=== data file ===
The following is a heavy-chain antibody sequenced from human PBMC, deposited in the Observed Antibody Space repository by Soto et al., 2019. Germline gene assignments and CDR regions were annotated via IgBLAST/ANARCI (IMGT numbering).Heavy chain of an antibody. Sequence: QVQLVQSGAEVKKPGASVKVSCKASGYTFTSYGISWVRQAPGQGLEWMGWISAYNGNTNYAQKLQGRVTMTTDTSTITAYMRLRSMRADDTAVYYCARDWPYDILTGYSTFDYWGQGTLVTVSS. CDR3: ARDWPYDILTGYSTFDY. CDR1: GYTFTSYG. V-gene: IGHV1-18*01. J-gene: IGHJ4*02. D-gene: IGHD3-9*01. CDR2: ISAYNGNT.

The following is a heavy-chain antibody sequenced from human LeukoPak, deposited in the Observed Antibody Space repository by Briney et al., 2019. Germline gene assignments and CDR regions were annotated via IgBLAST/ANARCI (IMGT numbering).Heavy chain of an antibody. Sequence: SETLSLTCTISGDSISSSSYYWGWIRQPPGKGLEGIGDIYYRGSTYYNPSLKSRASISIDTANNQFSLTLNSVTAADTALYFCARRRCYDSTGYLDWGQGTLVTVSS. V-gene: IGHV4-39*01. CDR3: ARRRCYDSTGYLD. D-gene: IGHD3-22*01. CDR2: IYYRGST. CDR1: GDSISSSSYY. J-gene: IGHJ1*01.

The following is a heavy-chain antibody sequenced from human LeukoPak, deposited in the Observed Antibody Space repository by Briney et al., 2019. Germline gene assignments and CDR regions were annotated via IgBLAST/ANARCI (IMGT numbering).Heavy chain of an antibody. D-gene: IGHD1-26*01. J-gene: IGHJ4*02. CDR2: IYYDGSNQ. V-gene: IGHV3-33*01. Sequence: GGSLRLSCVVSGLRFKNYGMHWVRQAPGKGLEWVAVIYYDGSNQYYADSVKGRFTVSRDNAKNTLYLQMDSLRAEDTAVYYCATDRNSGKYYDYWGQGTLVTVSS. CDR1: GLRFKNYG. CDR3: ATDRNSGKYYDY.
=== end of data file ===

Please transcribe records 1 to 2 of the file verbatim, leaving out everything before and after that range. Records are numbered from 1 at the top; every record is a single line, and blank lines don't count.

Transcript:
The following is a heavy-chain antibody sequenced from human PBMC, deposited in the Observed Antibody Space repository by Soto et al., 2019. Germline gene assignments and CDR regions were annotated via IgBLAST/ANARCI (IMGT numbering).Heavy chain of an antibody. Sequence: QVQLVQSGAEVKKPGASVKVSCKASGYTFTSYGISWVRQAPGQGLEWMGWISAYNGNTNYAQKLQGRVTMTTDTSTITAYMRLRSMRADDTAVYYCARDWPYDILTGYSTFDYWGQGTLVTVSS. CDR3: ARDWPYDILTGYSTFDY. CDR1: GYTFTSYG. V-gene: IGHV1-18*01. J-gene: IGHJ4*02. D-gene: IGHD3-9*01. CDR2: ISAYNGNT.

The following is a heavy-chain antibody sequenced from human LeukoPak, deposited in the Observed Antibody Space repository by Briney et al., 2019. Germline gene assignments and CDR regions were annotated via IgBLAST/ANARCI (IMGT numbering).Heavy chain of an antibody. Sequence: SETLSLTCTISGDSISSSSYYWGWIRQPPGKGLEGIGDIYYRGSTYYNPSLKSRASISIDTANNQFSLTLNSVTAADTALYFCARRRCYDSTGYLDWGQGTLVTVSS. V-gene: IGHV4-39*01. CDR3: ARRRCYDSTGYLD. D-gene: IGHD3-22*01. CDR2: IYYRGST. CDR1: GDSISSSSYY. J-gene: IGHJ1*01.